The Gauteng leadership of the South African Communist Party (SACP) yesterday defended Blade Nzimande, the party’s national secretary-general, following a barrage of verbal attacks by his detractors within the tripartite alliance.
Provincial secretary-general Jacob Mamabolo described the criticisms and verbal attacks as a personal vendetta against Nzimande. He was addressing a media briefing intended to present the SACP’s resolutions adopted at its recent 10th congress.
“It is unprincipled to attack Nzimande for the decisions of the SACP,” Mamabolo said. “Those people who have issues with Nzimande must know that their issues are unpatriotic.”
Mamabolo said the movement dismissed any insinuations from the public that linked Nzimande with Gauteng’s e-tolling system.
Nzimande, who is also the Minister of Higher Education and Training, has been under pressure from all sections of the tripartite alliance to relinquish his position as secretary-general of the SACP. Cosatu has also raised a red flag over Nzimande’s involvement in government, saying the SACP needed its general secretary fulltime.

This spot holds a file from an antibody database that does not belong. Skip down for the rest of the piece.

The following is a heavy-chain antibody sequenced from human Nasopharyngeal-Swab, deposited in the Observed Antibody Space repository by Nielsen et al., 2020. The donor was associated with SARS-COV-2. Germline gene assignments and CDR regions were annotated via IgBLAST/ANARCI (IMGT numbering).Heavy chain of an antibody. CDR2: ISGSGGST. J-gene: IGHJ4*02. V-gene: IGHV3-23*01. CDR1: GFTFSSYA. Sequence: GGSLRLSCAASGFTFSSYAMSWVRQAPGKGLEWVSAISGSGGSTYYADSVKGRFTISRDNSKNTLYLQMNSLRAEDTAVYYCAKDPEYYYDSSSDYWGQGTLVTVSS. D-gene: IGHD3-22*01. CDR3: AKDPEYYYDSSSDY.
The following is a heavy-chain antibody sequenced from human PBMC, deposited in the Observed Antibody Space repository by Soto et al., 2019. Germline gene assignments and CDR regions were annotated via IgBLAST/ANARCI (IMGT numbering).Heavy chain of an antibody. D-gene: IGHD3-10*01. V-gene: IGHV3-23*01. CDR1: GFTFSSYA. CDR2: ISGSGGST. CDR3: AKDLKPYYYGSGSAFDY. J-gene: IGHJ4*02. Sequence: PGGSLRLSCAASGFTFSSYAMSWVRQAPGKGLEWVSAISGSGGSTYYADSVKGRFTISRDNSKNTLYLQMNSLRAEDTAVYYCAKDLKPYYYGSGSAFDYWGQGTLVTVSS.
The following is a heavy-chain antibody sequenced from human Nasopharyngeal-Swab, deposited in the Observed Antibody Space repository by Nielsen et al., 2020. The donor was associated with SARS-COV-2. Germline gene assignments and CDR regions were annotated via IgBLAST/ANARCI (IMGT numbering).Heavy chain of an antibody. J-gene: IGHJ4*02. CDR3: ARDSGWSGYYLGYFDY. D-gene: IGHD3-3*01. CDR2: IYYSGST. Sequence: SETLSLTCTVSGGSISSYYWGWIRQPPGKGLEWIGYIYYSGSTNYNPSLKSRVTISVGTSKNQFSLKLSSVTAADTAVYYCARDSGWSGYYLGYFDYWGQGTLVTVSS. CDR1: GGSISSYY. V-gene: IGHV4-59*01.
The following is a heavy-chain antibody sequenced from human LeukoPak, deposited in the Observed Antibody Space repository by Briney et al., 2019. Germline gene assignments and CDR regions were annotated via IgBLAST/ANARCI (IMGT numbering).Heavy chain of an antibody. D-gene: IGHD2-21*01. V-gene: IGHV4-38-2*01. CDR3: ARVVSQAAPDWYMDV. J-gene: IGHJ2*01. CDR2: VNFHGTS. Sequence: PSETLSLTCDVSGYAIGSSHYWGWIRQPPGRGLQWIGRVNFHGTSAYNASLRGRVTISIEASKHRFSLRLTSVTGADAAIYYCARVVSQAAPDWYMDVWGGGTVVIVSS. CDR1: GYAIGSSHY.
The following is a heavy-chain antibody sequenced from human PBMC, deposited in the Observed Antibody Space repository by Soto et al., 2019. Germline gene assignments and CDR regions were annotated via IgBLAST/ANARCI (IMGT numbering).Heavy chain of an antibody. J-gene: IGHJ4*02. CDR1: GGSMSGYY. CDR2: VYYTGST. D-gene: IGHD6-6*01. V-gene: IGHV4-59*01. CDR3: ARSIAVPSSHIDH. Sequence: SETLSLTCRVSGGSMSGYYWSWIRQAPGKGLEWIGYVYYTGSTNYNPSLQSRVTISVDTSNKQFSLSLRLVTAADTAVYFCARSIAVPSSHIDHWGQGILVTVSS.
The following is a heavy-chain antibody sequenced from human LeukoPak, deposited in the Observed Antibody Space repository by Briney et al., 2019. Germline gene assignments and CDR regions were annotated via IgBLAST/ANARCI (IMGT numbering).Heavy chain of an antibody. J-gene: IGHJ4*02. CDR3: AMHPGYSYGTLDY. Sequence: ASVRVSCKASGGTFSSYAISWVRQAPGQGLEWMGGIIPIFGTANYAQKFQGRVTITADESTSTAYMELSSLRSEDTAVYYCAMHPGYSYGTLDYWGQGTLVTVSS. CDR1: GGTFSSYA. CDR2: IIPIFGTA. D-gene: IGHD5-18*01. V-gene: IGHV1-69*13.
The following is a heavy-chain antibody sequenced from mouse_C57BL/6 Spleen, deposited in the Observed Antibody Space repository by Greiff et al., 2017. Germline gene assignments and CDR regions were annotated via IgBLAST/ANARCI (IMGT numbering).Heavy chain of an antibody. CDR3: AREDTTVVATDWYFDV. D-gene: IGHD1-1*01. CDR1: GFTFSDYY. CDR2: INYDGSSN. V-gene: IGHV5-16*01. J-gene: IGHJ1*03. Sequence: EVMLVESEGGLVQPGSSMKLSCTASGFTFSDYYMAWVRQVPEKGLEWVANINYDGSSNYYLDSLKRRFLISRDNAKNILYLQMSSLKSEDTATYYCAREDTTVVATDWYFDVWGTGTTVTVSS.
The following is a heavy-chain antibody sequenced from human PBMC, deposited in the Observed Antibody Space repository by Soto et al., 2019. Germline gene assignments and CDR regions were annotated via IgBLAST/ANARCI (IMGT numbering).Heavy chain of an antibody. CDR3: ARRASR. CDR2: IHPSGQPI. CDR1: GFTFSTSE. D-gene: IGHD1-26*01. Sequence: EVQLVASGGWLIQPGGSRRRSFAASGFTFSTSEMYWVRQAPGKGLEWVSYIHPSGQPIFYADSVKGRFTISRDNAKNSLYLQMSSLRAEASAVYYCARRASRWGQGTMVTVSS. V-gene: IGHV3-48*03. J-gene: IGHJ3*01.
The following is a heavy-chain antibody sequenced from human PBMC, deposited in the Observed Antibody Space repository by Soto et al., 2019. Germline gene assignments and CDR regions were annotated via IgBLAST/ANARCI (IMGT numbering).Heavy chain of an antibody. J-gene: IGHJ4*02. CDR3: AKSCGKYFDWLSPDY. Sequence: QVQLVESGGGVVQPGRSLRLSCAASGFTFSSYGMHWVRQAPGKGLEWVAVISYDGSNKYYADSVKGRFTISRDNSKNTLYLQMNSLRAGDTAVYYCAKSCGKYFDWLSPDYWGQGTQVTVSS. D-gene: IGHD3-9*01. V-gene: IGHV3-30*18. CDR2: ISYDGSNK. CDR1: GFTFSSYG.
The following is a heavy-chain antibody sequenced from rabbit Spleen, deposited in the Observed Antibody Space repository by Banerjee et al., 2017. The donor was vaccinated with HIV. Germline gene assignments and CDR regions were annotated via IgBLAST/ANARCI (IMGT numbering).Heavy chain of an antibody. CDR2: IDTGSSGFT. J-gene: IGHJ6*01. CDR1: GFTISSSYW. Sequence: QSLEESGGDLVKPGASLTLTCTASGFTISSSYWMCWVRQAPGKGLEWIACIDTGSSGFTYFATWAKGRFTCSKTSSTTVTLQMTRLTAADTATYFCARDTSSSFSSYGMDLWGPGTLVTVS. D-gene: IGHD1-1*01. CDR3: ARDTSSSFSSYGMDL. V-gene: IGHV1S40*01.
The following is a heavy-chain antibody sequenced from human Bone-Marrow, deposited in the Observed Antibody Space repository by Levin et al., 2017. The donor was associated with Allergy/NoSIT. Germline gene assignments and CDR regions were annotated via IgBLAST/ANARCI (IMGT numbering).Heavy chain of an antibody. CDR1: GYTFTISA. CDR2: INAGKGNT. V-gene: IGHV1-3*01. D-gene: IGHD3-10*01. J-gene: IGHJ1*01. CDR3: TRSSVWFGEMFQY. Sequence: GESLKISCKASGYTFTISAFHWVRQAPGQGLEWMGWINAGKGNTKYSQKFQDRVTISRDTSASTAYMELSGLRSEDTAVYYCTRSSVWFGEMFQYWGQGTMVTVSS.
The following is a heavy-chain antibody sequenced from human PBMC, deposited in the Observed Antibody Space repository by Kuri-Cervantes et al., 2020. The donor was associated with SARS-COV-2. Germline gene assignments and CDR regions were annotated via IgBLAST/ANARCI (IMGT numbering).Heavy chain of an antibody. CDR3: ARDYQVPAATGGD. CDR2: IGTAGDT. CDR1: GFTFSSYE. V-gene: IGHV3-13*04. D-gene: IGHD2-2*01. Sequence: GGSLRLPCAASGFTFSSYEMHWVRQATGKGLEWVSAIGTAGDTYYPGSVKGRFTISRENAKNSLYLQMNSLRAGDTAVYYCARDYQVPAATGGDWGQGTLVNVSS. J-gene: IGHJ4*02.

According to Mamabolo, the congress also rejected “attempts” by the South African banking and financial system to plunge the working class into massive debt by introducing unsecured loans.
He cautioned against desperate credit loans that might undermine the Credit Act, and the gains of the SACP’s financial sector campaign.
“This has a potential to ignite a deeper crisis in the financial sector and cause a contagion in the entire national economy,” Mamabolo said. “We call on the banking sector to refrain from granting further loans (to) the already indebted working class (which had) no income, jobs or assets.”
The congress supported the SACP’s decision of its 12th national congress to ensure that the communists were at the centre of all sites – especially connected to government – that could have a positive bearing on the lives of the working class.
It also appreciated the SACP’s work to build the revolutionary world communist movement that would consolidate their forces and increase the mobilisation of the working class to overthrow imperialism and monopoly capital.